The United States military will remain in Afghanistan until September, with the option of launching airstrikes against the Taliban to defend Afghan forces, according to U.S. officials on Thursday, even as the last combat troops prepare to leave the country in the coming days.

For weeks, officials have said that the main US military force and its equipment would be largely removed from Afghanistan by this weekend, well ahead of President Joe Biden’s Sept. 11 deadline. Army Gen. Scott Miller, the top US commander there, would then depart, signaling a significant shift in the US mission. However, a number of complicating factors mean that America’s involvement in the 20-year war will continue.

Officials said that when Miller departs, his combat role, including authority to conduct strikes on the Taliban and counter-terrorism operations against al-Qaida or other groups, will be assumed by Marine Gen. Frank McKenzie, the top US commander for the Middle East, who is based in Florida. Officials said the United States has conducted several airstrikes in support of the Afghans in recent weeks, using warplanes based outside of Afghanistan, and that these operations will continue.

Navy Rear Adm. Peter Vasely, who will lead the security mission at the US Embassy, will be the new US commander inside Afghanistan. He is already in Kabul, working with Miller on a transition, according to the officials, who spoke on the condition of anonymity to discuss new details of the withdrawal.

Vasely will have 650 US troops in the country, primarily at the embassy to secure the diplomatic mission, and this force will remain in place indefinitely. Furthermore, McKenzie will have the authority to keep up to 300 more troops in Afghanistan until September to help with security, including at the airport, according to officials.

The Pentagon and other US leaders, from the White House to Capitol Hill, have expressed concern about a recent increase in violence in Afghanistan, fearing that it will lead to a widespread civil war and the collapse of the Afghan government and military.

Miller painted a bleak picture of the security situation during his final press conference in Kabul earlier this week. He lamented the Taliban’s rapid takeover of districts across the country, warning that “a civil war is certainly a path that can be visualized if this continues on the trajectory it’s on right now, and that should be of concern to the world.” Meanwhile, the United States is scrambling to devise a strategy to get some of the thousands of Afghan interpreters and others who assisted the US-led coalition out of the country. While the US military is not expected to play a significant role in the evacuation, troops may be required to ensure the security of the departures.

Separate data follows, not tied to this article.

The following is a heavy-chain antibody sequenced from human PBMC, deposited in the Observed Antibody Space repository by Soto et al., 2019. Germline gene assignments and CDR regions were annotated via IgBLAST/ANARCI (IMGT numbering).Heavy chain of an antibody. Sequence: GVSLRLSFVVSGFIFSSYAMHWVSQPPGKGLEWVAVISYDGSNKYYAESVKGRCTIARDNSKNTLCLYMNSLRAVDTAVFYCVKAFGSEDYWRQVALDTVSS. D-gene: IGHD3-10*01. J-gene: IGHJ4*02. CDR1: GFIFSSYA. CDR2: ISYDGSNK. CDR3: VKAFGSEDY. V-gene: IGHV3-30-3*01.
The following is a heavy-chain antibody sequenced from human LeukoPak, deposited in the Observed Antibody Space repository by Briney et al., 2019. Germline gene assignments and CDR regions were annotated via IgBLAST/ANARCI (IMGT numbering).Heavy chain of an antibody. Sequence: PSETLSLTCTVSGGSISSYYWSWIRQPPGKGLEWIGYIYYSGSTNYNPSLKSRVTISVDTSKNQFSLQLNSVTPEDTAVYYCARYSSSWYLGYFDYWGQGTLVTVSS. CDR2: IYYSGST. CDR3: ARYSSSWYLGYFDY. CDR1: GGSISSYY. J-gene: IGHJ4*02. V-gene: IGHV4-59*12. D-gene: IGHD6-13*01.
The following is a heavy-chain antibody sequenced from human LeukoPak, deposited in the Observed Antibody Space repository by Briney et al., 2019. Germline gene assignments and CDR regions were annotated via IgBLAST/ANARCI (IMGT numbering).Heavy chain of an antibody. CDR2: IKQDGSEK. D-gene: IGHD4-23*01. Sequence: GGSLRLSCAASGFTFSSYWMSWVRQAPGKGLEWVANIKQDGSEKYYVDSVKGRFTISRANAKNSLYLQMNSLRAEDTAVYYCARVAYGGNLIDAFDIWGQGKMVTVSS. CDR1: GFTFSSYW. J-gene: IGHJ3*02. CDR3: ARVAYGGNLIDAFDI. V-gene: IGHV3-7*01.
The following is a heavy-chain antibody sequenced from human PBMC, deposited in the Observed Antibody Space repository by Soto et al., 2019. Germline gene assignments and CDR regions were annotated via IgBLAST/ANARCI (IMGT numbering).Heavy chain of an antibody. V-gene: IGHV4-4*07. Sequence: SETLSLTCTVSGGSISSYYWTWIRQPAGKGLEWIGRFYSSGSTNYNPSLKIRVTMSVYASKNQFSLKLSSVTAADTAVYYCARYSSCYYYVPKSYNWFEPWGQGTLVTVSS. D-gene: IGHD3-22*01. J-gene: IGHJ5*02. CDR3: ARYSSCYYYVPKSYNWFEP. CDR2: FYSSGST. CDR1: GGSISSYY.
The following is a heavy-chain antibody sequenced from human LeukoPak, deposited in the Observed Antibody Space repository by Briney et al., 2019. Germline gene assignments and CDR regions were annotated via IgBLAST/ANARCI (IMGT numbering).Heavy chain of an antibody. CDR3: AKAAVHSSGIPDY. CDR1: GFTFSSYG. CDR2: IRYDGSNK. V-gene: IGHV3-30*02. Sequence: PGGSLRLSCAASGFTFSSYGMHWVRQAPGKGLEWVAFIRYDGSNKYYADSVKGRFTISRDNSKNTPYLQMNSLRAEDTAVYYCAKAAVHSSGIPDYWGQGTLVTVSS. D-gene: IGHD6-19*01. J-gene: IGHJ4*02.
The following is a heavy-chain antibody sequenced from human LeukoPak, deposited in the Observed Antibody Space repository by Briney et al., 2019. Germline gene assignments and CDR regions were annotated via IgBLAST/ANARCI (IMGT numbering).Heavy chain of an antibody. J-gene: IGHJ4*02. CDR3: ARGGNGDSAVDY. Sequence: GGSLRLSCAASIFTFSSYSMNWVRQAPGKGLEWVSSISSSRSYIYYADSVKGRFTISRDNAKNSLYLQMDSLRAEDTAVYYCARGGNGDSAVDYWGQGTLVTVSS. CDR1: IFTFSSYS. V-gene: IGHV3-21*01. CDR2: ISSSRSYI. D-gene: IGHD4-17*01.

As a result, while the military has accelerated its departure, security necessitates that the September deadline remain the ultimate goal.

Officials have repeatedly stated that security at Kabul’s Hamid Karzai International Airport is a critical requirement for the continued presence of US diplomatic personnel in Afghanistan. While Turkey has agreed to continue the mission, agreements with Afghanistan and the United States have yet to be finalized.

This withdrawal effectively fulfills an agreement reached when the Trump administration signed a peace treaty with the Taliban in February 2020. The agreement called for the withdrawal of US forces by May 2021, in exchange for the Taliban promising to cut ties with al-Qaida and ensure that Afghanistan did not become a safe haven for militants seeking to attack the US. Biden extended the withdrawal deadline to September 11 after taking office.

The United States has also stated that it will continue to monitor terror organizations operating in Afghanistan, including al-Qaida and the Islamic State group. Furthermore, the United States retains the authority to strike any militants who pose a threat to the American homeland.

Bagram Airfield, a massive complex north of Kabul that has long served as the hub of American military power in Afghanistan, is set to be handed over to the Afghans at any time.

NATO agreed to withdraw its roughly 7,000 non-American forces in April, and as of this week, 19 nations had announced troop withdrawals totaling over 4,800. Germany and Italy declared their missions in Afghanistan over on Wednesday and Poland’s last troops have returned home.